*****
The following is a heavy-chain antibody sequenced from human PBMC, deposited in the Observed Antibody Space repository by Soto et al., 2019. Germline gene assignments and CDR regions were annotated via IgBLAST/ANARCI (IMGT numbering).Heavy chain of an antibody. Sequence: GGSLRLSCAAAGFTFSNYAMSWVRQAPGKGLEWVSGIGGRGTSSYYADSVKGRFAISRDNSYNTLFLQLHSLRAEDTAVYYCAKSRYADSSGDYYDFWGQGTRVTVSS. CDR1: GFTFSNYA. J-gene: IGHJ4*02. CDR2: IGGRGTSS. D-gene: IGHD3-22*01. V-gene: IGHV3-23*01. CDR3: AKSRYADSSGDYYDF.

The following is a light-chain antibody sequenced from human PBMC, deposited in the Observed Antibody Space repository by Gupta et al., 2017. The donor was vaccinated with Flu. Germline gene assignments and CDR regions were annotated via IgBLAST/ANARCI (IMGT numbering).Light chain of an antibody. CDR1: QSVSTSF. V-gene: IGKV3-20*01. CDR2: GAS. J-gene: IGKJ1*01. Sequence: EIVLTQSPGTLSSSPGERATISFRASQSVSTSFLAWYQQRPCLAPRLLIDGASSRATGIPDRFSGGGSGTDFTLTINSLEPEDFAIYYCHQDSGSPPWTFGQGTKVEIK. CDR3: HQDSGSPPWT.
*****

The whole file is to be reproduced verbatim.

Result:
The following is a heavy-chain antibody sequenced from human PBMC, deposited in the Observed Antibody Space repository by Soto et al., 2019. Germline gene assignments and CDR regions were annotated via IgBLAST/ANARCI (IMGT numbering).Heavy chain of an antibody. Sequence: GGSLRLSCAAAGFTFSNYAMSWVRQAPGKGLEWVSGIGGRGTSSYYADSVKGRFAISRDNSYNTLFLQLHSLRAEDTAVYYCAKSRYADSSGDYYDFWGQGTRVTVSS. CDR1: GFTFSNYA. J-gene: IGHJ4*02. CDR2: IGGRGTSS. D-gene: IGHD3-22*01. V-gene: IGHV3-23*01. CDR3: AKSRYADSSGDYYDF.

The following is a light-chain antibody sequenced from human PBMC, deposited in the Observed Antibody Space repository by Gupta et al., 2017. The donor was vaccinated with Flu. Germline gene assignments and CDR regions were annotated via IgBLAST/ANARCI (IMGT numbering).Light chain of an antibody. CDR1: QSVSTSF. V-gene: IGKV3-20*01. CDR2: GAS. J-gene: IGKJ1*01. Sequence: EIVLTQSPGTLSSSPGERATISFRASQSVSTSFLAWYQQRPCLAPRLLIDGASSRATGIPDRFSGGGSGTDFTLTINSLEPEDFAIYYCHQDSGSPPWTFGQGTKVEIK. CDR3: HQDSGSPPWT.